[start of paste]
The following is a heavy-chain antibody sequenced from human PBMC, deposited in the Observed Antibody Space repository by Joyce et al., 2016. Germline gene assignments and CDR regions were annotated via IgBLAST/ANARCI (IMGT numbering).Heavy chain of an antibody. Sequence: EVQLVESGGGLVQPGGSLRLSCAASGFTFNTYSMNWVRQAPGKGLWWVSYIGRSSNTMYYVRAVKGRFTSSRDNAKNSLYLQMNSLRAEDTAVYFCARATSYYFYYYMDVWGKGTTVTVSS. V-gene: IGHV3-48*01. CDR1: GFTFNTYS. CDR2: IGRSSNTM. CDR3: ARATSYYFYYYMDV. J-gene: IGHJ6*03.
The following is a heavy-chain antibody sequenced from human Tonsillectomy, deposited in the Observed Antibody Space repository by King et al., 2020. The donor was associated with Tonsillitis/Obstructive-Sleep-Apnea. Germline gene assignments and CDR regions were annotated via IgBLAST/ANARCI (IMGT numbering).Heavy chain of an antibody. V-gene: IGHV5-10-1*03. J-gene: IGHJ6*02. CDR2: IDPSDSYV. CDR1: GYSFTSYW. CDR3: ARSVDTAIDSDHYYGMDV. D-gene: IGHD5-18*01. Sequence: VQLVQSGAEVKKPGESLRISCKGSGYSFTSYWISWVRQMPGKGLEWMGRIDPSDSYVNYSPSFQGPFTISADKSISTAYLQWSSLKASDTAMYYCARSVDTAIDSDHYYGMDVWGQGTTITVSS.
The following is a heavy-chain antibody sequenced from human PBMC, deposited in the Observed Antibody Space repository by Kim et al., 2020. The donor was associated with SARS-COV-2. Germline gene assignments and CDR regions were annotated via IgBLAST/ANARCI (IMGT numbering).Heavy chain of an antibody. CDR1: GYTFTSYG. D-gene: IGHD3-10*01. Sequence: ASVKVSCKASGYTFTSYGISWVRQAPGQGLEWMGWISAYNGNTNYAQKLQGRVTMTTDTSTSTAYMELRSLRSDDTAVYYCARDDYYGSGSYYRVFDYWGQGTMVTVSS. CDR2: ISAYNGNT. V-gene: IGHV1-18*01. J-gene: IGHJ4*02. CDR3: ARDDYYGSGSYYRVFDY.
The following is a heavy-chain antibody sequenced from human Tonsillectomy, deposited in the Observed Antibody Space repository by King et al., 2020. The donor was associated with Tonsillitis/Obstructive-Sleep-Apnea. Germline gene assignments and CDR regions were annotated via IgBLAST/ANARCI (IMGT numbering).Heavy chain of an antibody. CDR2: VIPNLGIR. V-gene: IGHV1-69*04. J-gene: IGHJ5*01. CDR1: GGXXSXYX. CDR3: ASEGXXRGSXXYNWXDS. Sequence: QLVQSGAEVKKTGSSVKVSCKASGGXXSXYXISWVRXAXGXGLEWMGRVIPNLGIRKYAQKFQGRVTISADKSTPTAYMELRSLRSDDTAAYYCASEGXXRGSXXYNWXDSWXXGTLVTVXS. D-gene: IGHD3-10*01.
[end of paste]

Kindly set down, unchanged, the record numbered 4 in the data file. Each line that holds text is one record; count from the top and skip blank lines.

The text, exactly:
The following is a heavy-chain antibody sequenced from human Tonsillectomy, deposited in the Observed Antibody Space repository by King et al., 2020. The donor was associated with Tonsillitis/Obstructive-Sleep-Apnea. Germline gene assignments and CDR regions were annotated via IgBLAST/ANARCI (IMGT numbering).Heavy chain of an antibody. CDR2: VIPNLGIR. V-gene: IGHV1-69*04. J-gene: IGHJ5*01. CDR1: GGXXSXYX. CDR3: ASEGXXRGSXXYNWXDS. Sequence: QLVQSGAEVKKTGSSVKVSCKASGGXXSXYXISWVRXAXGXGLEWMGRVIPNLGIRKYAQKFQGRVTISADKSTPTAYMELRSLRSDDTAAYYCASEGXXRGSXXYNWXDSWXXGTLVTVXS. D-gene: IGHD3-10*01.